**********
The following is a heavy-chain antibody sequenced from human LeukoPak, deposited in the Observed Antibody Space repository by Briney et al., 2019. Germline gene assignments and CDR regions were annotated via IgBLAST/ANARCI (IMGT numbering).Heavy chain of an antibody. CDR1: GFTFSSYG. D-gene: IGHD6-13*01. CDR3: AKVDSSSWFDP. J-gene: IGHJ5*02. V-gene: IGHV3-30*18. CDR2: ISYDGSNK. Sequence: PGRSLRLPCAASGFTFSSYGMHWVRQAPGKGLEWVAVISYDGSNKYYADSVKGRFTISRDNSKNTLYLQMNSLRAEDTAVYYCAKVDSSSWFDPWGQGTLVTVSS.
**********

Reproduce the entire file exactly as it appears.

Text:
The following is a heavy-chain antibody sequenced from human LeukoPak, deposited in the Observed Antibody Space repository by Briney et al., 2019. Germline gene assignments and CDR regions were annotated via IgBLAST/ANARCI (IMGT numbering).Heavy chain of an antibody. CDR1: GFTFSSYG. D-gene: IGHD6-13*01. CDR3: AKVDSSSWFDP. J-gene: IGHJ5*02. V-gene: IGHV3-30*18. CDR2: ISYDGSNK. Sequence: PGRSLRLPCAASGFTFSSYGMHWVRQAPGKGLEWVAVISYDGSNKYYADSVKGRFTISRDNSKNTLYLQMNSLRAEDTAVYYCAKVDSSSWFDPWGQGTLVTVSS.